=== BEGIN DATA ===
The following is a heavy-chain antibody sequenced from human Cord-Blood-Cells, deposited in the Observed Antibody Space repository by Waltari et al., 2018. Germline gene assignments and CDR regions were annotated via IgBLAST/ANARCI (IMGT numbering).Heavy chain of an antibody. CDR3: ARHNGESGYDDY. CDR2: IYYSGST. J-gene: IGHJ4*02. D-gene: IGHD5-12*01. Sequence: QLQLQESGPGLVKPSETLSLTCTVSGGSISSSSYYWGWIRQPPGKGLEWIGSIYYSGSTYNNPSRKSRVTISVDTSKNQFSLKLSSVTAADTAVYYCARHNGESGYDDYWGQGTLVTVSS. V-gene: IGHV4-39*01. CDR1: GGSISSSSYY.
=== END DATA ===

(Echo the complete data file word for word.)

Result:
The following is a heavy-chain antibody sequenced from human Cord-Blood-Cells, deposited in the Observed Antibody Space repository by Waltari et al., 2018. Germline gene assignments and CDR regions were annotated via IgBLAST/ANARCI (IMGT numbering).Heavy chain of an antibody. CDR3: ARHNGESGYDDY. CDR2: IYYSGST. J-gene: IGHJ4*02. D-gene: IGHD5-12*01. Sequence: QLQLQESGPGLVKPSETLSLTCTVSGGSISSSSYYWGWIRQPPGKGLEWIGSIYYSGSTYNNPSRKSRVTISVDTSKNQFSLKLSSVTAADTAVYYCARHNGESGYDDYWGQGTLVTVSS. V-gene: IGHV4-39*01. CDR1: GGSISSSSYY.